The challenges of the enforcement of the notion of reparation will be the purpose of this article. In international law, the notion of reparation is not new, but the individuation of the reparation will be quite an innovation. International law recognizes mainly the notion of reparation by states. This has been implemented in several cases, where states were to provide reparation following a judgment in which the states misdeed was proven by law. At the ICC only individuals are judged, therefore the ICC reparation will be imposed following the conviction of an accused individual. Reparation is thus linked to individual criminal liability. The first two convictions at the ICC in the cases of Lubanga (December 2014) and Katanga (May 2014) – both related to the situation in Congo – gave the ICC the opportunity to implement Article 75 for the first time.

On the 7th August 2012 Trial Chamber I of the ICC issued a decision in the case against Thomas Lubanga for the first time on the principles that would be applied to reparations for victims. Here, two challenges were already deplorable: Mr. Lubanga was declared bankrupt and individual reparation for his victims was impossible to conceive. Lubanga was convicted for conscripting and enlisting children under the age of 15 in armed groups and using them to participate actively in hostilities. He was accused to have done this in the district of Ituri, meaning we have countless potential victims from whom to draw those eligible for reparation. Since it was not possible to award individual reparation, it was decided that collective reparation should be awarded by creating activities that would be beneficial for the victims. On 3rd March 2015, the Appeal Chamber issued its final decision on this matter and decided that the Trust Fund for Victims (TFV) should present a draft for collective reparation in this case.

The Courts TFV has been involved in collective assistance projects related to child soldiers in the DRC. When the final decision will be issued, it will be most definitely drawn from those existing projects. Also for this case, since Lubanga is not financially able to provide reparation for its countless victims, the Court has decided that the TFV should be the one presenting a plan for reparation. However, we should be aware that neither the Rome Statute, nor the Rules of Procedure and Evidence (RPE), nor the TFV Regulation mention that the TFV should be a substitute body tasked to provide reparation for a convicted person declared bankrupt by the Court. Nevertheless, TFV regulation 42 states that the resources of the Trust Fund shall be for the benefit of the victims of crimes within the jurisdiction of the Court…”, this is why it was admissible for the Court to order the TFV to act as a substitute body and repair the victims of Mr. Lubanga.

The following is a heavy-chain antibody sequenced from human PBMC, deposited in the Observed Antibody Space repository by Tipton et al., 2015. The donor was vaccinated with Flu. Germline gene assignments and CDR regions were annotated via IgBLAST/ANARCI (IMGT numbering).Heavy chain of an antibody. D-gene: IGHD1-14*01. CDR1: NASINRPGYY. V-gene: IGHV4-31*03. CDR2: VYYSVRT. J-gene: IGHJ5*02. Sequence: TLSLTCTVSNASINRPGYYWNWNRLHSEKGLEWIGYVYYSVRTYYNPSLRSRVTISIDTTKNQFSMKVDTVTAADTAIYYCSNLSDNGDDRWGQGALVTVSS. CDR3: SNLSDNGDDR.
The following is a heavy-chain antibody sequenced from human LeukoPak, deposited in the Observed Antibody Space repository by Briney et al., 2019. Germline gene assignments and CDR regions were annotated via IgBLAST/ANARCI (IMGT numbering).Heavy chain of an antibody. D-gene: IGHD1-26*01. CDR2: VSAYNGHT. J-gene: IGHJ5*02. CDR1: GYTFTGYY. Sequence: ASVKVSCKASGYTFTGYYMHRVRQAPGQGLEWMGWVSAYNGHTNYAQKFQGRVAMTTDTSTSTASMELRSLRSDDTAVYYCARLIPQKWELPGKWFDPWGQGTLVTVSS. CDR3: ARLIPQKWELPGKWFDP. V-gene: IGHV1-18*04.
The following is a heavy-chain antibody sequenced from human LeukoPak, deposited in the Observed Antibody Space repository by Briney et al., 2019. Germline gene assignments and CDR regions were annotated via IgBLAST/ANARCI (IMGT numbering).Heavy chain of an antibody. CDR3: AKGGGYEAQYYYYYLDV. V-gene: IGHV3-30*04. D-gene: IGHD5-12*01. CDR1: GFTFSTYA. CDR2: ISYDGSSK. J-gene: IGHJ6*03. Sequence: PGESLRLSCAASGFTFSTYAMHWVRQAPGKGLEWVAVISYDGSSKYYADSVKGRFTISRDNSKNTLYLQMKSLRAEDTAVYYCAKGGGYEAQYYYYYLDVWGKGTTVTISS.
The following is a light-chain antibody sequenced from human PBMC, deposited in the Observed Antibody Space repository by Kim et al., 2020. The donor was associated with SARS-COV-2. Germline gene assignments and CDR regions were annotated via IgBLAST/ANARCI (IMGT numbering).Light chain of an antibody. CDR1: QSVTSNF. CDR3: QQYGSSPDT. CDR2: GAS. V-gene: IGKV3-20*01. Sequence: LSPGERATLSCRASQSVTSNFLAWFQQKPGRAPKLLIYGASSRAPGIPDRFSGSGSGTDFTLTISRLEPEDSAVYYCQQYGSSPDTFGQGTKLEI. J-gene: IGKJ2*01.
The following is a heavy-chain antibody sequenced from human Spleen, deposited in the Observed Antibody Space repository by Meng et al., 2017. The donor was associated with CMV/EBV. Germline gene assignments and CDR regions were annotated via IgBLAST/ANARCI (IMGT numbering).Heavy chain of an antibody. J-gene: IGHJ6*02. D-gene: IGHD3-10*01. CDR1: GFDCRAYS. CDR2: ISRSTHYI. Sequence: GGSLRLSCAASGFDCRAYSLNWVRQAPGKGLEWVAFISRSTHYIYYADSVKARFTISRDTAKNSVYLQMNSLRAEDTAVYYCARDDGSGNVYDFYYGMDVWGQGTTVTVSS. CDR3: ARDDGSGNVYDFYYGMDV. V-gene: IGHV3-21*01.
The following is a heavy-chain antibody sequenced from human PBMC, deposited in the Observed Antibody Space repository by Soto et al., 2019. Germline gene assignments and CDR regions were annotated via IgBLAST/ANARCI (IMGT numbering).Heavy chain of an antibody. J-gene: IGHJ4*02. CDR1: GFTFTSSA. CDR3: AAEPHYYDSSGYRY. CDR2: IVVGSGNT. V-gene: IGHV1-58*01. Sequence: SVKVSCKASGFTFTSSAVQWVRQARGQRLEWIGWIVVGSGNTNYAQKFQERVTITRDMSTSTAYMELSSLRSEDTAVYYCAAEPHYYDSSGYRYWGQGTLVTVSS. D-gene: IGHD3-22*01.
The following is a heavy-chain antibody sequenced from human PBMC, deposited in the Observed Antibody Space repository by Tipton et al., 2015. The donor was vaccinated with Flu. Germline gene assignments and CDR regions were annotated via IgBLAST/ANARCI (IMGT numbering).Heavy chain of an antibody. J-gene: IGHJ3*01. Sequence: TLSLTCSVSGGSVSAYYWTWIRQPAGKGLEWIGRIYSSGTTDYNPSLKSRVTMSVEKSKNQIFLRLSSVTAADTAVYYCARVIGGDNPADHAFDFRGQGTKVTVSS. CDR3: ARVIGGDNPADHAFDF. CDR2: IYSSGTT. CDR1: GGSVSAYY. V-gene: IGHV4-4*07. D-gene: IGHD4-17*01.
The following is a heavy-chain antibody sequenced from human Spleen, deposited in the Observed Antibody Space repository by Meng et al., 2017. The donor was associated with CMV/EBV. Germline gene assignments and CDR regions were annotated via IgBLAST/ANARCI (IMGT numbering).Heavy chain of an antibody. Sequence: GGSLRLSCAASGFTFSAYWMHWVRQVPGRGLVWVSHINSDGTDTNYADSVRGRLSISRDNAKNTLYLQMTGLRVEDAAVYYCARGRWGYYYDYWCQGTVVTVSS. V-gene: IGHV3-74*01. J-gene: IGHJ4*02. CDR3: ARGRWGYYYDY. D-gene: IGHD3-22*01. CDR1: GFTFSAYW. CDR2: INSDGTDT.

On 27th August 2014, the Courts Trial Chamber II issued an order to the Registry to report on applications for reparation for the case against Germain Katanga, the second case. Unlike Lubanga, Katanga was convicted for crimes committed in a specific village (Bogoro) on a specific day (24th February 2003). Awarding reparation for this case will be dependent on those two elements. In 2003, some 364 victims were recognized to participate in the trial for the Katanga case. These are supposed to be people who have suffered acts for which Katanga was accused, meaning they have suffered from the attack which happened in the village of Bogoro in the morning of the 24th February 2003.

It is important to remember that Mr. Katanga was convicted for much less acts than he was charged. His charges included: willful killing, murder, directing an attack against a civilian population as such, destruction of property, pillage, using children under the age of 15 to participate actively in hostilities, sexual slavery, and rape. However, in his conviction, only four charges were retained: as an accessory for murder (as a crime against humanity and as a war crime), attack against a civilian population as such, destruction of enemys property, and pillaging. This means that not all the victims who participated in the proceedings as witnesses for the crimes he was charged with, will be included in the reparation process. This applies, for example, to women who were raped or enslaved following the attack of Bogoro village.